Boundary disputes have been an issue for as long as people have claimed the rights to pieces of land. If you are fortunate, you will notice problems before you purchase a property. Yet, often, you do not discover them until afterward. What then?
Once you discover a boundary concern, the sooner you do something about it, the better. Most boundary disputes will need solving eventually, and the longer it is left, the more complicated it could be when someone does try to clarify things.
Land disputes get more complicated over time
As time goes on, people invest more money into each piece of real estate. Homeowners add an extension, upgrade their fence, or someone buys the land and builds 50 houses on it. So while confusion over the boundary may not seem an issue now, it may be a high-stakes problem in the future, especially when one side of the fence changes hands.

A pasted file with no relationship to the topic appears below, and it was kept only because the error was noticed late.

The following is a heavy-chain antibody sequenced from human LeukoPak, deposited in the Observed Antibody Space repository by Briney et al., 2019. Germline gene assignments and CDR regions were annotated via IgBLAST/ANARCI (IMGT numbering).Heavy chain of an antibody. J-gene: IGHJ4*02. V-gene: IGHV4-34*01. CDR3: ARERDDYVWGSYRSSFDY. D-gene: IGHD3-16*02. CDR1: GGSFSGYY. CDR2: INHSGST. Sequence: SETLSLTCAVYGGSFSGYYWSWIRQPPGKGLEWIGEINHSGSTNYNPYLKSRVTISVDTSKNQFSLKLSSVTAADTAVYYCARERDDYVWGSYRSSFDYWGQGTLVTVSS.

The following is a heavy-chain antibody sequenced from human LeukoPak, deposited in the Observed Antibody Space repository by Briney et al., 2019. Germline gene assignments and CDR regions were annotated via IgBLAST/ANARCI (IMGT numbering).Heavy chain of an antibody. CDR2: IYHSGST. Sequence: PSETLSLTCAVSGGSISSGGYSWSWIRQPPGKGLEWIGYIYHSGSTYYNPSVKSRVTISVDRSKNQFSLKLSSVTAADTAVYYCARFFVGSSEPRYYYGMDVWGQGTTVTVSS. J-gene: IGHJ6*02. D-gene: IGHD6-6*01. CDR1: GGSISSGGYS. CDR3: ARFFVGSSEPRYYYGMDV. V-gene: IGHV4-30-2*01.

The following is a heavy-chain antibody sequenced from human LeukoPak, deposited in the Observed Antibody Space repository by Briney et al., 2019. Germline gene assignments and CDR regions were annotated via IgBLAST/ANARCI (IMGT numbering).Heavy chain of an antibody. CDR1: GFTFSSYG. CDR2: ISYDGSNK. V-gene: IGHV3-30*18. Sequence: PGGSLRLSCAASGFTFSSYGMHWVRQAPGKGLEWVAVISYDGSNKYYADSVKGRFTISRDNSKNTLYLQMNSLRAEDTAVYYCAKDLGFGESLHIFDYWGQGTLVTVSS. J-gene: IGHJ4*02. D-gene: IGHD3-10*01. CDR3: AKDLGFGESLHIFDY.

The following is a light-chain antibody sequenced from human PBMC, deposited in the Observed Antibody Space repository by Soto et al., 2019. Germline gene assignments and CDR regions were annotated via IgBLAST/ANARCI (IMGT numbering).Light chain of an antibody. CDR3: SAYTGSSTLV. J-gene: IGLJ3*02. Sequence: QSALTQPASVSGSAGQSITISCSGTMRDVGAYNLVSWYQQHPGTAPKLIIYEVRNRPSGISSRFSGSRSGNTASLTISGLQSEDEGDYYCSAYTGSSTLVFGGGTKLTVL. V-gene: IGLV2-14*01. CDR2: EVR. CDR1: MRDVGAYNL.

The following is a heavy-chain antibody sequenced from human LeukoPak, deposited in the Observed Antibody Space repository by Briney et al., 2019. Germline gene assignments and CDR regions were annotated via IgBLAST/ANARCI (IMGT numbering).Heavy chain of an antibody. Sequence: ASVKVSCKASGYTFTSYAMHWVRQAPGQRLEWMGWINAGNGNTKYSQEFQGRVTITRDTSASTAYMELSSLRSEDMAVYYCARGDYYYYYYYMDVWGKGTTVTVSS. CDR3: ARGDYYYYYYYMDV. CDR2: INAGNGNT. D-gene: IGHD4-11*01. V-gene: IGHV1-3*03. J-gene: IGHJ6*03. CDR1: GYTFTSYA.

Failing to take action now could also lead to you losing land. For example, you inherited a piece of farmland some years ago. A farmworker was living in one of the old barns at the time, and as they appeared to be doing no harm, you decided they could stay. When you come to sell the land and ask them to leave, they refuse and claim something similar to squatter’s rights, called adverse possession. If they have been there for at least 20 years and met other requirements, they may succeed in claiming it as theirs.
Remember that property is often a large part of the inheritance your children will receive when you die. Ensuring the extent of your property is clearly defined while you are alive will make it easier for them once you are gone.